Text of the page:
Finally, Rare Replay closes the show with the lion’s share of the developer’s output under the Microsoft first-party banner, including Grabbed by the Ghoulies, Kameo: Elements of Power, Perfect Dark Zero, both Viva Piñata games and Banjo-Kazooie: Nuts and Bolts. This last group I personally consider to be the unsung heroes of the collection, as they are likely to be overlooked by many Xbox gamers due to the fact that most have already been on the Xbox Live Marketplace for years, look exactly the same, and offer no new Achievements outside of those built in to Rare Replay’s UI. In other words, if you’ve already played any of these games on Xbox 360 and unlocked any in-game Achievements in them, those Achievements will already be unlocked in Rare Replay as well, which will be a bit of a damper for players looking for ways to boost their Gamerscore. Likewise, if you already own any of these games for Xbox 360 either digitally or physically, they will automatically be unlocked to download for free on your Xbox One (disc owners will obviously need to insert the 360 disc in order to play the digital version), slightly diminishing Rare Replay’s overall bang-for-the-buck if you are an avid Xbox collector. Of course, these are small complaints; Rare games such as Kameo, Perfect Dark Zero, Piñata and Nuts and Bolts may forever be overshadowed by their beloved predecessors on Nintendo’s platforms, but they were also among the first to usher console gamers into the HD generation and showcase its potential; no Rare compilation could be complete without them.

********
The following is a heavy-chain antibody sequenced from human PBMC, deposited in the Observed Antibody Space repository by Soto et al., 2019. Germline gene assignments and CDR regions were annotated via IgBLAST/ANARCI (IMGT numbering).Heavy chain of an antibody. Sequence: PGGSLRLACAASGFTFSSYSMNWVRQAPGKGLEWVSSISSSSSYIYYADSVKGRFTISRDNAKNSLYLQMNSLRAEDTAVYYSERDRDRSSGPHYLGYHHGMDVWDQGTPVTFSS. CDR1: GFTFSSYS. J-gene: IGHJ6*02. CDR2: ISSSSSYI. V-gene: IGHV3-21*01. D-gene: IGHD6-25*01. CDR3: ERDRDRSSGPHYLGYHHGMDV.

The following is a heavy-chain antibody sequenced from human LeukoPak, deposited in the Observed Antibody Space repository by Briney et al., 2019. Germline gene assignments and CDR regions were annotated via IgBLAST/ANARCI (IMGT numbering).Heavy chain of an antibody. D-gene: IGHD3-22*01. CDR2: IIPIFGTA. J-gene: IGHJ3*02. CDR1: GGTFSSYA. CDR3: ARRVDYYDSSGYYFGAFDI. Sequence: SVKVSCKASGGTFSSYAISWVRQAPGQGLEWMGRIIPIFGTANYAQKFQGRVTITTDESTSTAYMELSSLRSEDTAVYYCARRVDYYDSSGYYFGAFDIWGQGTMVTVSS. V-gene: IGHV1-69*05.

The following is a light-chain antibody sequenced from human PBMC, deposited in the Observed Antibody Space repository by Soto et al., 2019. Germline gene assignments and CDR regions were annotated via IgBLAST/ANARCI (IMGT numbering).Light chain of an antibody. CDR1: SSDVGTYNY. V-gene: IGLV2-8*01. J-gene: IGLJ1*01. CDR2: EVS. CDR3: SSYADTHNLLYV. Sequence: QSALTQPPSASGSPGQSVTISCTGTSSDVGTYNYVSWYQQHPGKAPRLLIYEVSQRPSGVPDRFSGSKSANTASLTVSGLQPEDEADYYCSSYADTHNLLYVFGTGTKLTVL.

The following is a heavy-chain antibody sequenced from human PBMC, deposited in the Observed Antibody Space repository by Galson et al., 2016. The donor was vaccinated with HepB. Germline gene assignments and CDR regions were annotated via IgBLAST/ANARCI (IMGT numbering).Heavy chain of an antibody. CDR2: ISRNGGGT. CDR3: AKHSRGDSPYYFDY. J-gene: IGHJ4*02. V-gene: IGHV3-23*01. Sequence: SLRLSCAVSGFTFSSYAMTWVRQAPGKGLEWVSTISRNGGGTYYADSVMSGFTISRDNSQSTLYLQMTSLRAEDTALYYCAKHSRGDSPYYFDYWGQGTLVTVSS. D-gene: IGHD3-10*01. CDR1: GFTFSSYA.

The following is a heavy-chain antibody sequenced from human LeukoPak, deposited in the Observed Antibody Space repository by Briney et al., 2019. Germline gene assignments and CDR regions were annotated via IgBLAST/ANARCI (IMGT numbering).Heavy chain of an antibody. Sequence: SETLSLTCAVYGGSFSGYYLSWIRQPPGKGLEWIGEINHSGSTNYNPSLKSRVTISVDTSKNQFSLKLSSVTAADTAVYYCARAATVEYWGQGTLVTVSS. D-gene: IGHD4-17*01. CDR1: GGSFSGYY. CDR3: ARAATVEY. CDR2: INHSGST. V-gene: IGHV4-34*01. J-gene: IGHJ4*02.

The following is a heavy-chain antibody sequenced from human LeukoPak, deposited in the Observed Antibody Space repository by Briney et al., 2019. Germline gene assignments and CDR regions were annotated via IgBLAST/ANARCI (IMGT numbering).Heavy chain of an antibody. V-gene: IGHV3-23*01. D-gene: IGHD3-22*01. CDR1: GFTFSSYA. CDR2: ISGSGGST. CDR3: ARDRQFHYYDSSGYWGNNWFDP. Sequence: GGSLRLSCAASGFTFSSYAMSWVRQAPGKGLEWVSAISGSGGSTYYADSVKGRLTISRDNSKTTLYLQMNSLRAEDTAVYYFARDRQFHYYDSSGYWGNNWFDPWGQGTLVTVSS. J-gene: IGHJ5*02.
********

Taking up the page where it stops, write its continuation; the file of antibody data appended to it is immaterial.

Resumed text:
Speaking of completion, this brings us to the only two flaws worth mentioning in the Rare Replay jewel. The first is that aforementioned Xbox 360 emulator allows for practically flawless backwards compatibility on Xbox One, but it’s not quite seamless. Essentially, firing up an Xbox 360 Rare Replay title kicks the player out of the Replay UI entirely and can take up to a minute before the Xbox 360 load-screen starts up, giving the transition a disjointed feel. In fact, since each emulated Xbox 360 game actually exists as a separate title on the Xbox One’s hard drive, players can choose to jump right into the emulated game without even starting Rare Replay, but if they choose to skip that step and/or play the game offline it’s possible that Rare Replay Achievements tied to the game being played may not be tracked. Again, these are minor inconveniences in respect to the greater whole, but it still takes some getting used to the idea of a game anthology as a “digital bundle of separate products” (Steam and the PC says hello). And while no one would ever have expected any of Rare’s Donkey Kong Country games to appear on a Microsoft console (because, Nintendo), I think it’s still fair to ask “Where the heck is GoldenEye 007”?